Radiotherapy after surgery halves rate at which breast cancer comes back
Radiotherapy halves the rate at which breast cancer recurs in the 10 years after surgery, according to Cancer Research UK-funded research by the Early Breast Cancer Trialists' Collaborative Group.
The study, also jointly funded by the British Heart Foundation and the Medical Research Council, and published in The Lancet, collated the histories of all women who took part in 17 worldwide trials of radiotherapy given to patients after the surgery.
The researchers analysed treatment and other data on 10,801 women with breast cancer.
They found that, 10 years after diagnosis, 35 per cent of women who hadn't received radiotherapy had had a recurrence of the disease. But for those who had radiotherapy, just 19 per cent had their breast cancer come back at some point over the 10 years.
It takes longer for the effect of a treatment on preventing death to become apparent than does its effect on whether or not a cancer comes back. However, by 15 years after diagnosis, 21 per cent of women who had radiotherapy had died from the disease, compared with 25 per cent of those who did not undergo the treatment.
The authors conclude that using radiotherapy to kill small clumps of tumour cells in the breasts lowers the chances of the cancer reappearing at the original location, or spreading.
They added: "Screening, surgery, pathology, radiotherapy, and systemic therapy have all changed substantially since most of these women were randomly assigned, so the absolute recurrence reduction with radiotherapy in future patients might differ greatly from that recorded in these trials. Nevertheless, the finding that radiotherapy roughly halved the recurrence rate after breast-conserving surgery in a wide range of patients... suggests that it might also roughly halve the recurrence rate in future patients given breast-conserving surgery."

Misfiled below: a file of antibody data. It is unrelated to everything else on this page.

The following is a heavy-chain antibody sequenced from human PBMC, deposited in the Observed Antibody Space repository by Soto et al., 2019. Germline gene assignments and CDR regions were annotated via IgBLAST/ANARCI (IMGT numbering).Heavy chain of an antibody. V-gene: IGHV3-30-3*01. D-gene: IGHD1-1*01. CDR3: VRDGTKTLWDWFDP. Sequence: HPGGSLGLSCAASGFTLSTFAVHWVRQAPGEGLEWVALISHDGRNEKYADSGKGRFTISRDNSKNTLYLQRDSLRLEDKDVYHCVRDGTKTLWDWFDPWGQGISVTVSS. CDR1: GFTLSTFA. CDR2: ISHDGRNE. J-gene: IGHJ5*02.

Professor Peter Johnson, Cancer Research UK's chief clinician, said: "This research confirms the lasting benefit of radiotherapy treatment after breast conserving surgery for women with breast cancer. It appears to be equally effective across all breast cancers, with most women benefitting when the risk of recurrence is highest - younger women and those with high-grade tumours.
"Radiotherapy is a vital cancer treatment. It's 100 years since Marie Curie was honoured for her work in this area and during this Year of Radiotherapy, ongoing studies such as this continue to provide valuable insights into the benefit for patients."
Copyright Press Association 2011
- Early Breast Cancer Trialists' Collaborative Group (EBCTCG). Effect of radiotherapy after breast-conserving surgery on 10-year recurrence and 15-year breast cancer death: meta-analysis of individual patient data for 10 801 women in 17 randomised trials. Lancet doi:10.1016/S0140-6736(11)61629-2